- Did Gaudí carry out complex mathematical calculations or did he base his work more on empirical proofs at the time of construction? Helena Martínez
With empirical proofs at the base of the catenaric arches or at the base of the multi-cord models. A very elemental system of calculation, but very precise.
For example, the famouse model of the Colonia Güell gives the exact form of the building because it was based on the laws of gravity. Whereas in a structural calculation you can be mistaken by one decimal and destroy the entire work.
He used this system for a very simple reason: because nature works in this way and nature is quite wise. So, Gaudí used nature as his model and saw that these forms existed and that they were very suitable, and so he used them in his buildings. Gaudí did not make trees; he made columns. But deep down, the function of a tree is, in many ways, the function of a column.
- How would you describe the personality of Antoni Gaudí keeping in mind the connection between Faith, Love, and dedication to his work? Narcisa
Gaudí was a very ingenious, infantile, and timid person. This is what we have deduced since he never talked about himself. I define him not as an architect, but rather a constructor who knew how to see structural forms in nature and translate them into architecture. But in order to be able to see this he had to be quite ingenious; he had to be almost like a child. And this is his particularity.
They say: "A complicated Barroque architect…" Well, he's not Barroque! Yes, Gaudí is Barroque, but Barroque of nature, and nature never does anything on whim, nor to win contests. And it does this because it has to do things like that, and not in any other way. And Gaudí follows this path. The thing is that this is very different than what other architects, who are thoretical and philosophical, do.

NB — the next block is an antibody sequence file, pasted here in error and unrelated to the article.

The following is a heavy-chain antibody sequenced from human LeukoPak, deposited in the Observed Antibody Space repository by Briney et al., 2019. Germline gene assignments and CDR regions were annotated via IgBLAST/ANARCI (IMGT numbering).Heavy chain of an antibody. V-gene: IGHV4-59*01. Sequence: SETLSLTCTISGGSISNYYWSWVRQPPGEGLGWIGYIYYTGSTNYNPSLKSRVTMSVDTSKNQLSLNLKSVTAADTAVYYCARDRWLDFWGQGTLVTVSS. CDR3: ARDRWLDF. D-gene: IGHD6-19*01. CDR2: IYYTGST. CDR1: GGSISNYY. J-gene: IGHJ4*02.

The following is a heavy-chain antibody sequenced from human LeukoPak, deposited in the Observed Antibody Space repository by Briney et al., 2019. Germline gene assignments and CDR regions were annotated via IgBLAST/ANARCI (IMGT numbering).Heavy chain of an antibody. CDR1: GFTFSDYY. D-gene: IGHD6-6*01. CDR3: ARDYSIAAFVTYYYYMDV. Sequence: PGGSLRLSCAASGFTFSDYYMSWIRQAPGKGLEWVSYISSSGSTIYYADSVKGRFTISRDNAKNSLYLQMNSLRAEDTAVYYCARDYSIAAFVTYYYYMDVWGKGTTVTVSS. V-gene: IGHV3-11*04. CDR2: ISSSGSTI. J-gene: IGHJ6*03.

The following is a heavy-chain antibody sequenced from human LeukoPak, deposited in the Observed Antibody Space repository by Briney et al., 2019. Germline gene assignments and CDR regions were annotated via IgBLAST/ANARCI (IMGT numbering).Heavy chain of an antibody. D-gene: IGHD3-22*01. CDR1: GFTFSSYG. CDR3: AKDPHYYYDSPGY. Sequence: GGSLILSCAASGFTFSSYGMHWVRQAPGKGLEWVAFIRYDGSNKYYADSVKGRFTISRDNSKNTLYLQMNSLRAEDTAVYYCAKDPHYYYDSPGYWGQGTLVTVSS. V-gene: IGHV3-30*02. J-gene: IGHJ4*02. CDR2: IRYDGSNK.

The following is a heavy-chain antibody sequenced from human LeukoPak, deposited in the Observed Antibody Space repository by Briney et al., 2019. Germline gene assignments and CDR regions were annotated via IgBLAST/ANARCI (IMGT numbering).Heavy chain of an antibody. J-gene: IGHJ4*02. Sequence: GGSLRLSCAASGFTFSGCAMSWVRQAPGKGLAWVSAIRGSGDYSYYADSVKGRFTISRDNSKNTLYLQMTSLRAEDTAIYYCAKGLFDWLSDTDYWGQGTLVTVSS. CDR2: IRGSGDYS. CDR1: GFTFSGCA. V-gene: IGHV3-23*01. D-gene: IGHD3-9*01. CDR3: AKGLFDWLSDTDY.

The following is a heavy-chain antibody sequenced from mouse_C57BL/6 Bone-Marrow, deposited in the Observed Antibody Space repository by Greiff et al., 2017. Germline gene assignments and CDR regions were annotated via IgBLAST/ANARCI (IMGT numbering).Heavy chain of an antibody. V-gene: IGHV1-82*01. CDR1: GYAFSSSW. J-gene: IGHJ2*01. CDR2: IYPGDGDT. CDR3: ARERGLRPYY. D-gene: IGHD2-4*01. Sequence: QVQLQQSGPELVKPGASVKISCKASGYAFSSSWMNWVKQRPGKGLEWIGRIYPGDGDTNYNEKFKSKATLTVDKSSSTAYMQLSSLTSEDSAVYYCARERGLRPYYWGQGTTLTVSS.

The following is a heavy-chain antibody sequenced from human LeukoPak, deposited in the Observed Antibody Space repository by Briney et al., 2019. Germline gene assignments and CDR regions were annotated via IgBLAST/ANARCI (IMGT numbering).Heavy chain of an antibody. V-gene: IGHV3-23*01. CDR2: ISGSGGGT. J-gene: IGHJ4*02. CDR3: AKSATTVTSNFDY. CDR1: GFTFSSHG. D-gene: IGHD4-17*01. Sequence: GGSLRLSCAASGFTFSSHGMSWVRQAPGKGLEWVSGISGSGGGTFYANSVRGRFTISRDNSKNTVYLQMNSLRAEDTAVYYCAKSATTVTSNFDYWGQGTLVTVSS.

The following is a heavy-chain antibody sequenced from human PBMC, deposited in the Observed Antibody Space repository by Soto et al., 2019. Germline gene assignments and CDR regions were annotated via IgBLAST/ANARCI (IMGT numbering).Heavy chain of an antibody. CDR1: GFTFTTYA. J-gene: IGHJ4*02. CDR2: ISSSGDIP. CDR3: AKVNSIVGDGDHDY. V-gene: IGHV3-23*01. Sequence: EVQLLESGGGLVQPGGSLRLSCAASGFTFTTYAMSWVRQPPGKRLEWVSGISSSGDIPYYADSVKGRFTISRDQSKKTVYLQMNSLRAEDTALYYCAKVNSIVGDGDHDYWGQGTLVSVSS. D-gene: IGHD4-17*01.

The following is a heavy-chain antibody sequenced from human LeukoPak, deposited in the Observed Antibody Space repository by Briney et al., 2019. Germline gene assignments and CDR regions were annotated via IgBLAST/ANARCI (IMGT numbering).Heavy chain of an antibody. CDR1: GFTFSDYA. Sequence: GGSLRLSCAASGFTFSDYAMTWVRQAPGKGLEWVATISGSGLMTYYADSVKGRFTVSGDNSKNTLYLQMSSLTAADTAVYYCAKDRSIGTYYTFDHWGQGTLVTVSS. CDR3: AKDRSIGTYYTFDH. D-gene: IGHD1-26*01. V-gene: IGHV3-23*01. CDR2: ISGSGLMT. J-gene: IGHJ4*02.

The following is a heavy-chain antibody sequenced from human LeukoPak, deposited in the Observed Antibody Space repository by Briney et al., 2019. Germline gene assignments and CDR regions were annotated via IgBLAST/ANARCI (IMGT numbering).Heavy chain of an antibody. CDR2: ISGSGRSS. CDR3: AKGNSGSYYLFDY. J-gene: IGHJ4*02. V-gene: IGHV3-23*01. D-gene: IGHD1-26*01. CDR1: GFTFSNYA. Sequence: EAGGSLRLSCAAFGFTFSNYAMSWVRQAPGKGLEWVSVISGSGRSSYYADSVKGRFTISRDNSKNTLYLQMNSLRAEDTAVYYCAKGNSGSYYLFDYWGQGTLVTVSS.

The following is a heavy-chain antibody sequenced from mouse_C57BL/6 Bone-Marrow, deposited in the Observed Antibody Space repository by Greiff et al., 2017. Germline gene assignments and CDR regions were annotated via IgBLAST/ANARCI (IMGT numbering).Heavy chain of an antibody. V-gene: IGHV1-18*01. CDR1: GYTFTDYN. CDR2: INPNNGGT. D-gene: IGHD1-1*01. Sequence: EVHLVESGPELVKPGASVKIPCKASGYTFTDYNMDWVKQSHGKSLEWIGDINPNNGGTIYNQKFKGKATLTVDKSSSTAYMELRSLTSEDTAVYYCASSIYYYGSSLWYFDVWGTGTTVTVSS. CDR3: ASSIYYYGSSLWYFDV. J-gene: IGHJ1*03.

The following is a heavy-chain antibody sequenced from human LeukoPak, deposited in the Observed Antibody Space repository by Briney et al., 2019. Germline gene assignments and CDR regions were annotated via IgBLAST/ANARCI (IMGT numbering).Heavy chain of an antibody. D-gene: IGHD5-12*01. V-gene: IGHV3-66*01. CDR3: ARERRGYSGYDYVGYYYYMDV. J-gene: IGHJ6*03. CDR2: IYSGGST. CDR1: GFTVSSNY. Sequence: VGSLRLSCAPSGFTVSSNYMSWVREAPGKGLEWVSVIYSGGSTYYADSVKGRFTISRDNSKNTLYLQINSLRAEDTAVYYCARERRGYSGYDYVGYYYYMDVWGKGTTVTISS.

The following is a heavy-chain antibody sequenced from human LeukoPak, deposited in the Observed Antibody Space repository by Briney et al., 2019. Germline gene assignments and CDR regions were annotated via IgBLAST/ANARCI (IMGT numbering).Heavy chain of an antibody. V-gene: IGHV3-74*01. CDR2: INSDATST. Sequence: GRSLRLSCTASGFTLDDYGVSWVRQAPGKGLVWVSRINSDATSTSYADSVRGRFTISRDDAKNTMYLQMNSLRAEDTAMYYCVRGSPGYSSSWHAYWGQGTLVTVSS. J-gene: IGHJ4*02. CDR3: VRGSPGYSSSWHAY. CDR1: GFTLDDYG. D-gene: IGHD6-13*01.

- Can we make a comparison between Gaudí and Soren Kierkegaard from the point of view of their personal lives and their development as artists and human beings? Narcisa
Kierkegaard was a philosopher, of a very violent philosophy, but always based on very complicated thought.
Not Gaudí. They are more simple ideas. He was very religious, very ingenious, very simple, and did not like ideas that were overly complicated. He didn't even like poetry! He said: "Poetry gives me headaches; if something can be said in prose, why do we have to say it in verse?"
- How has Gaudí's architecture influenced the architecture of Barcelona? Trine Jessen (Denmark)
There is a concept in architecture which is the style and the mode. An architect makes a cuilding and then others copy his forms. And if not, then from books, magazines, etc. This is what gives place to styles. It is evident that the gothics all copied from each other. If not, the gothic churches would not all be so similar. And the same thing with rationalism.
Gaudí, on the other hand, doesn't copy anyone, only nature. When one attempts to copy Gaudí, the result is a bungle, a gaudiniad.
What one has to do - and this is Gaudí's lesson - is observe nature. As nature offers millions of solutions different from those of Gaudí, you will obtain results different from Gaudí's as well.
But what one cannot do is copy. Although Guadí considered himself a copier, and not a creator. But, he copied nature. When he was asked what his favorite architecture book was, he would say: "Look, this tree you see right here outside." This is a totally different concept.
- So, since we've decided that Gaudí didn't copy from any other style, can we really claim that Gaudí belonged to "Modernism"?
No! All you have to do is go to the Passeig de Gracia and look at the the Discordia block to know that Gaudí is completely distinct.
Gaudí was outside of his time. What he did could be done now or could have been done in the 14th Century because working with buildings by compression does not rely on any new techniques. In any case, new techniques and modern inventions would serve him well, but he wouldn't have to depend on them. His architecture is pure logic.
Thank you very much for your kindness.